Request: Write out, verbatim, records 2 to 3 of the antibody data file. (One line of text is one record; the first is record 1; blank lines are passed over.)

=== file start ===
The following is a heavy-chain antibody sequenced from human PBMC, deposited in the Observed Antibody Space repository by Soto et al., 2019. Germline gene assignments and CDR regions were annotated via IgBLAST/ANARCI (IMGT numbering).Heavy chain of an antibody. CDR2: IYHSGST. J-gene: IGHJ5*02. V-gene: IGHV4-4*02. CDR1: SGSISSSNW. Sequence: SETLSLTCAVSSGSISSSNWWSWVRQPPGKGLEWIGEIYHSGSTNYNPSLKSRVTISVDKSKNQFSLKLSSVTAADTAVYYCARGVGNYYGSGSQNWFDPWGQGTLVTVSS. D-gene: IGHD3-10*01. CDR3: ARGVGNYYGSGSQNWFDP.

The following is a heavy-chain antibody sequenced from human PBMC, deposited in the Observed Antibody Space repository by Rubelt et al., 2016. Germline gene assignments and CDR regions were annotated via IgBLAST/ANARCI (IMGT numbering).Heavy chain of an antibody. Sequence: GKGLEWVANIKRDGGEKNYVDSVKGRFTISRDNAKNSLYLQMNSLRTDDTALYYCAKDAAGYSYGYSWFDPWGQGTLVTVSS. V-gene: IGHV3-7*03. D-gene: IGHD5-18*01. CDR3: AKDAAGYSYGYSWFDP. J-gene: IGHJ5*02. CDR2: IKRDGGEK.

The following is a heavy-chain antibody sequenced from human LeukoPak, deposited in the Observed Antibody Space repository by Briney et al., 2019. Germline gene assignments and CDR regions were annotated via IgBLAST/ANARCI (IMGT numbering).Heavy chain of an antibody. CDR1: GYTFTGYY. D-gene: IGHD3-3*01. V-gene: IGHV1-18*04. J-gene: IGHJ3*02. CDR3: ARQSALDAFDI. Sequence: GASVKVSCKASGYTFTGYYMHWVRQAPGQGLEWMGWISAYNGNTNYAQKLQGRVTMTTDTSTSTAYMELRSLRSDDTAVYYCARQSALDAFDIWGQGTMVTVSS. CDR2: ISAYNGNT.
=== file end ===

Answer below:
The following is a heavy-chain antibody sequenced from human PBMC, deposited in the Observed Antibody Space repository by Rubelt et al., 2016. Germline gene assignments and CDR regions were annotated via IgBLAST/ANARCI (IMGT numbering).Heavy chain of an antibody. Sequence: GKGLEWVANIKRDGGEKNYVDSVKGRFTISRDNAKNSLYLQMNSLRTDDTALYYCAKDAAGYSYGYSWFDPWGQGTLVTVSS. V-gene: IGHV3-7*03. D-gene: IGHD5-18*01. CDR3: AKDAAGYSYGYSWFDP. J-gene: IGHJ5*02. CDR2: IKRDGGEK.

The following is a heavy-chain antibody sequenced from human LeukoPak, deposited in the Observed Antibody Space repository by Briney et al., 2019. Germline gene assignments and CDR regions were annotated via IgBLAST/ANARCI (IMGT numbering).Heavy chain of an antibody. CDR1: GYTFTGYY. D-gene: IGHD3-3*01. V-gene: IGHV1-18*04. J-gene: IGHJ3*02. CDR3: ARQSALDAFDI. Sequence: GASVKVSCKASGYTFTGYYMHWVRQAPGQGLEWMGWISAYNGNTNYAQKLQGRVTMTTDTSTSTAYMELRSLRSDDTAVYYCARQSALDAFDIWGQGTMVTVSS. CDR2: ISAYNGNT.